And since that, U.S .domination. Doesn’t mean that the previous government in Iran was totally a U.S. puppet, No, they had their own policies. But when it counted and where it counted it sided with the U.S. So it became a pillar of U.S. presence in our region, in West Asia, in the Middle East. From the Nixon Doctrine point of view it became a pillar of security in this region. From Iranian point of view and from the neighborhood’s point of view it became a pillar of domination. That is why independence became such an important issue in this revolution. This revolution was not about shouting for bread, shouting for, means of livelihood, it was about freedom and independence. Because these were the commodities that were lacking and people were asking for them. Independence (and this is what I said yesterday in the meeting when I came down and see Medea), to Iranians, so this is not something that I am just saying to non-Iranians – independence meant that we would be able to stand on our own feet. Not that we would be alienated from the rest of the world, that was not our intention nor is it our intention today. We simply wanted to decide for ourselves. That’s all we wanted, and that was all [of] our fault. We believed that we should not rely on outsiders for our security.
Over the past few months since President Trump came to office we’ve been hearing stuff from Washington that are rather outrageous: not about Iran, but about our region. President Trump said that countries in this region like Saudi Arabia would not last for two weeks without U.S. support. Senator Lindsey Graham said it once and repeated it yesterday or day before yesterday that Saudi Arabia would be speaking Farsi if we did not protect them for one week. That’s a misinterpretation of our intentions, but that’s a huge insult to the people of Saudi Arabia and to the people of our region. We were not prepared to take that insult. That’s the only mistake from the U.S. point of view that we made.
The reason I’m saying the only mistake – I’m not saying we’re perfect. I’m not saying that we do not have excesses. But I’m saying the reason for U.S. to turn against us was our decision to be independent. _Not_ that we had violations of human rights, _not_ that we had other problems. These may be right, but, I told our friends that if human rights is a defining factor, why is everybody having such a cozy relationship with Saudi Arabia? Particularly after the Khashoggi inicident, I mean, this is just an example of how, I mean, how they have been conducting themselves for decades.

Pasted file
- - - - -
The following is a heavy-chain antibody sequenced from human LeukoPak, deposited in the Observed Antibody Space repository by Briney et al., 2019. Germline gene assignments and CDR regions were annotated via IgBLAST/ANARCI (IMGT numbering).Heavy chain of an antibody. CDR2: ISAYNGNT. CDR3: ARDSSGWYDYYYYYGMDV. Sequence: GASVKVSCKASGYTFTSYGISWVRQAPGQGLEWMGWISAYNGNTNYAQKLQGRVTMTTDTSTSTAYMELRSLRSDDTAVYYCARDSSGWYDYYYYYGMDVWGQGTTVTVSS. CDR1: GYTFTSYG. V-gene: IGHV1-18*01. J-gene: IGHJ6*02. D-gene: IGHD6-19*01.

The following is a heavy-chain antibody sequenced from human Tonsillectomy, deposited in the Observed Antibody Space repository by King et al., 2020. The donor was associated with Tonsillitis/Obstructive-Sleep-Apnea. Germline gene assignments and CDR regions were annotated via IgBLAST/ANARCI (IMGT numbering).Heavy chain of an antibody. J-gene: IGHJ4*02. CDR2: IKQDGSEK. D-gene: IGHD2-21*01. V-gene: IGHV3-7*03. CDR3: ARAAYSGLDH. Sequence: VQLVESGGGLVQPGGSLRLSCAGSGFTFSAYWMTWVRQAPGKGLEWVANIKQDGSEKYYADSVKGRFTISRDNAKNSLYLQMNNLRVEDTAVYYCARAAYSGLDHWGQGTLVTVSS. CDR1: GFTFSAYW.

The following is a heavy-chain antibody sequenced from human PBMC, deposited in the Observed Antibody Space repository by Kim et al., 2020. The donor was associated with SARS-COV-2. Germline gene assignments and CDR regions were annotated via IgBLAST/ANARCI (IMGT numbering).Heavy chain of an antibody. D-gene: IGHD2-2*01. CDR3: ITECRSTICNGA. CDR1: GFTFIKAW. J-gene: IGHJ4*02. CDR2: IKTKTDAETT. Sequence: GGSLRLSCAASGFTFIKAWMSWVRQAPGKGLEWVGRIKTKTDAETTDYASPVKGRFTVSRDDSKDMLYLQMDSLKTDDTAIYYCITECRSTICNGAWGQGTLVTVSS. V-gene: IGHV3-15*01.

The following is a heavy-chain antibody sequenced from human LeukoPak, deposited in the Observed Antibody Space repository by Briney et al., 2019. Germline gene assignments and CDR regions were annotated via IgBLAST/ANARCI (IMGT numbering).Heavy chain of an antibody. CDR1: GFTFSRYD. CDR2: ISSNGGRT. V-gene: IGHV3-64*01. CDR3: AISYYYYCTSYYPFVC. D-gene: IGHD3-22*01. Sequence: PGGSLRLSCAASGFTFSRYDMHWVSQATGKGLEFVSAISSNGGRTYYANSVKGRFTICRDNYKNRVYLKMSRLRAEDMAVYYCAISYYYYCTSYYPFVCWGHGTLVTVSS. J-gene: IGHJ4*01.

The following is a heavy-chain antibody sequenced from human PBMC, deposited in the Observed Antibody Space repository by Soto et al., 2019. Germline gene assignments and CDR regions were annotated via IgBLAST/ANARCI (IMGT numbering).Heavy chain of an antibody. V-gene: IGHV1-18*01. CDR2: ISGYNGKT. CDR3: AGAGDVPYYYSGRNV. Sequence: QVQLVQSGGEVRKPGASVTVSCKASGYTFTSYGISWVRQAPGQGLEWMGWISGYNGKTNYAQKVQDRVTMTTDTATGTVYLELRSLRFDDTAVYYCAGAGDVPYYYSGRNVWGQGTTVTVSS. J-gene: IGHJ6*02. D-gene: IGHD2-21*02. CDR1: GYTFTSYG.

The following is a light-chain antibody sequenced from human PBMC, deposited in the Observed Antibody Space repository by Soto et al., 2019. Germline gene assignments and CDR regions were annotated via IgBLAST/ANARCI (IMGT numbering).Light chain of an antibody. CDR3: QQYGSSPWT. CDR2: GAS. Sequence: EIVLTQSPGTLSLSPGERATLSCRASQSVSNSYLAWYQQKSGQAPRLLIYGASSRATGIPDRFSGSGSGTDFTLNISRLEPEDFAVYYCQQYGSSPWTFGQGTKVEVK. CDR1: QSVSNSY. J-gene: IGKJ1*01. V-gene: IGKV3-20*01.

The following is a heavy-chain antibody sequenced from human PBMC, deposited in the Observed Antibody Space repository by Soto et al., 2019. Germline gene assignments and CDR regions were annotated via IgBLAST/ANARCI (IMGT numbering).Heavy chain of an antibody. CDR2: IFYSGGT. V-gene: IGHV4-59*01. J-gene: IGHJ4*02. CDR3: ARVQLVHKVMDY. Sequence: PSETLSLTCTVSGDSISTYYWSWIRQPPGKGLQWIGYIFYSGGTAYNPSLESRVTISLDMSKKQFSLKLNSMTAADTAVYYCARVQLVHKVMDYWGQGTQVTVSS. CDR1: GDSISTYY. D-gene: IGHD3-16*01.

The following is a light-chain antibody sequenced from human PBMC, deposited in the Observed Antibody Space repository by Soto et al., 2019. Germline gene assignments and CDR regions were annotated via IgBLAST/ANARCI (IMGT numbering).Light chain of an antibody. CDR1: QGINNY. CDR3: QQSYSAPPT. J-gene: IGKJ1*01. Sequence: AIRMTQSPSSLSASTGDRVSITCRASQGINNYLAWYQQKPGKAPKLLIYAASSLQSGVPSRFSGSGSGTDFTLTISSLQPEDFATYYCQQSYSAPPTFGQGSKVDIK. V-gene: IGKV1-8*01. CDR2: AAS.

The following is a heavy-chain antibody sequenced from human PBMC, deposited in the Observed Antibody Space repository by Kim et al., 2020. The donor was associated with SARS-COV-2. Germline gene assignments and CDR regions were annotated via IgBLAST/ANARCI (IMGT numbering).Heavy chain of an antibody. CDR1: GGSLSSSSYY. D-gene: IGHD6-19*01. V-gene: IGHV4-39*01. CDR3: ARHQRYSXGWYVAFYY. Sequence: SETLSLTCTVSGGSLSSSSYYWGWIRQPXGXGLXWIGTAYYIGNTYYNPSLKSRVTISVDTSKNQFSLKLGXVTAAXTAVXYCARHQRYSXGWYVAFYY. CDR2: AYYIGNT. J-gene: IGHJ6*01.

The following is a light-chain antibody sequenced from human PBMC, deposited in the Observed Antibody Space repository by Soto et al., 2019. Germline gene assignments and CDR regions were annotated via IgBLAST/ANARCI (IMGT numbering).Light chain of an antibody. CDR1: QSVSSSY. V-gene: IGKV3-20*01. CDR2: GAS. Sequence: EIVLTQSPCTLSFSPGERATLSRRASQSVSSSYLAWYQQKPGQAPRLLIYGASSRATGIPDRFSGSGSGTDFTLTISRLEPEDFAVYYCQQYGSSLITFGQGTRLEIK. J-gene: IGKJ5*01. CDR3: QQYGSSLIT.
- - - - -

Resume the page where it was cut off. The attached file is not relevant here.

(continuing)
Some people do not want to remember history. For some people history is not that important. I’ve studied in the U.S. – I went to high school in the U.S.: all degrees that I have are American made from my high school diploma to my PhD. The U.S. academic system is more analytical than historical. And I like that. Our academic system is much more historical. And that is the mindset of our people. It’s difficult for some Westerners to understand. For us, a hundred years ago is recent history. Certainly what happened in the 1980s is basically, immediate history, not even “history”! In 1980s, just after the Revolution, we were put on the U.S. list of countries sponsoring terrorism. In 1984. You know what happened that same year? Saddam Hussein of Iraq was removed from the “countries sponsoring terrorism.” Right in the middle of a war where Saddam Hussein by 1984 had started using chemical weapons.
Let me tell you another story. I went to the President of the Security Council, I was just 26, 27 year old, and because we lacked diplomats with any experience, I became, as a student, the chargée of our mission to the United Nations, the most important of … I went to the president of the Security Council and I told him – he was the French ambassador – I told him, chemical weapons are being used against Iran. And he told me, that “I’m not authorized to talk to you about this.” Seven United Nations reports about using chemical weapons against Iran did not result in a single condemnation of the government of Iraq by the U.N. Security Council.
The first condemnation of the government of Iraq for the use of chemical weapons came after the end of Iran-Iraq war. Not before. Four years into the reports of the U.N saying Iraq was using chemical weapons. So when people talk about, “Line in the sand,” I will [[ ]]. Because I’ve seen it. I’ve seen that Saddam Hussein, that Iraq, was “championing human rights in Iran.” Did you know that this year – we don’t need to talk about history – this year – in 2018, last year, in the General Assembly terms it’s _this_ General Assembly. The most active proponent of the human rights resolution against Iran was Saudi Arabia. Spending money to buy votes against it. This year: I’m not talking about – it’s _after_ Khashoggi, not before. So don’t expect me to believe that the reason for U.S. concern about Iran is terrorism or human rights.